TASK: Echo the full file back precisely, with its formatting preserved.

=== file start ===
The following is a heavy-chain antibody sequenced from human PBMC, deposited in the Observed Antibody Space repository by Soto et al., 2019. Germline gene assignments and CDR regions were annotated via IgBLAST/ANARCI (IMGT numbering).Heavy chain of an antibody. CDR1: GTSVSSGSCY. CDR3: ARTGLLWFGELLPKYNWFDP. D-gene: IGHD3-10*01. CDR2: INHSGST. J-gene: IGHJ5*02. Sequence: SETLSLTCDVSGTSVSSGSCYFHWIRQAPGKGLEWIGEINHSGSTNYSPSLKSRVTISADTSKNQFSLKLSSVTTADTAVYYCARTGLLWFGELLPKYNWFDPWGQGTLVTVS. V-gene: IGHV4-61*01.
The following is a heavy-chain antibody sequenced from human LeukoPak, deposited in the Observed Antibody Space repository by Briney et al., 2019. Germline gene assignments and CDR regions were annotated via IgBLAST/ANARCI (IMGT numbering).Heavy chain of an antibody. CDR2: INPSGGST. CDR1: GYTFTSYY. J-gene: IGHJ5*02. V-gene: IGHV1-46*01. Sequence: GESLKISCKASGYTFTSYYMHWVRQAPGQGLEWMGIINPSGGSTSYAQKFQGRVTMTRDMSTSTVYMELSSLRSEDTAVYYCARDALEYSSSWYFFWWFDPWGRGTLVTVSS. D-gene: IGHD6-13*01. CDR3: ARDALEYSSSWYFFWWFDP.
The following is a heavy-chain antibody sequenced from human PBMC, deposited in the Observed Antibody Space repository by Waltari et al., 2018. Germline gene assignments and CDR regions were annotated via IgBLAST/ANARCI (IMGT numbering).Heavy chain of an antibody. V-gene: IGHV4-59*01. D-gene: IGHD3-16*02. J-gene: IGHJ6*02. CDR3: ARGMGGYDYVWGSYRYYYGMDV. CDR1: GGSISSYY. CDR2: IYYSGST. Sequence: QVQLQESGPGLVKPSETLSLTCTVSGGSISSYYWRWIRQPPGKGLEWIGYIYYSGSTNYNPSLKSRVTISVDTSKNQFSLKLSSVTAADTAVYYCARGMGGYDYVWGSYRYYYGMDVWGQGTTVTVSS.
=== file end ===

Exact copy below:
The following is a heavy-chain antibody sequenced from human PBMC, deposited in the Observed Antibody Space repository by Soto et al., 2019. Germline gene assignments and CDR regions were annotated via IgBLAST/ANARCI (IMGT numbering).Heavy chain of an antibody. CDR1: GTSVSSGSCY. CDR3: ARTGLLWFGELLPKYNWFDP. D-gene: IGHD3-10*01. CDR2: INHSGST. J-gene: IGHJ5*02. Sequence: SETLSLTCDVSGTSVSSGSCYFHWIRQAPGKGLEWIGEINHSGSTNYSPSLKSRVTISADTSKNQFSLKLSSVTTADTAVYYCARTGLLWFGELLPKYNWFDPWGQGTLVTVS. V-gene: IGHV4-61*01.
The following is a heavy-chain antibody sequenced from human LeukoPak, deposited in the Observed Antibody Space repository by Briney et al., 2019. Germline gene assignments and CDR regions were annotated via IgBLAST/ANARCI (IMGT numbering).Heavy chain of an antibody. CDR2: INPSGGST. CDR1: GYTFTSYY. J-gene: IGHJ5*02. V-gene: IGHV1-46*01. Sequence: GESLKISCKASGYTFTSYYMHWVRQAPGQGLEWMGIINPSGGSTSYAQKFQGRVTMTRDMSTSTVYMELSSLRSEDTAVYYCARDALEYSSSWYFFWWFDPWGRGTLVTVSS. D-gene: IGHD6-13*01. CDR3: ARDALEYSSSWYFFWWFDP.
The following is a heavy-chain antibody sequenced from human PBMC, deposited in the Observed Antibody Space repository by Waltari et al., 2018. Germline gene assignments and CDR regions were annotated via IgBLAST/ANARCI (IMGT numbering).Heavy chain of an antibody. V-gene: IGHV4-59*01. D-gene: IGHD3-16*02. J-gene: IGHJ6*02. CDR3: ARGMGGYDYVWGSYRYYYGMDV. CDR1: GGSISSYY. CDR2: IYYSGST. Sequence: QVQLQESGPGLVKPSETLSLTCTVSGGSISSYYWRWIRQPPGKGLEWIGYIYYSGSTNYNPSLKSRVTISVDTSKNQFSLKLSSVTAADTAVYYCARGMGGYDYVWGSYRYYYGMDVWGQGTTVTVSS.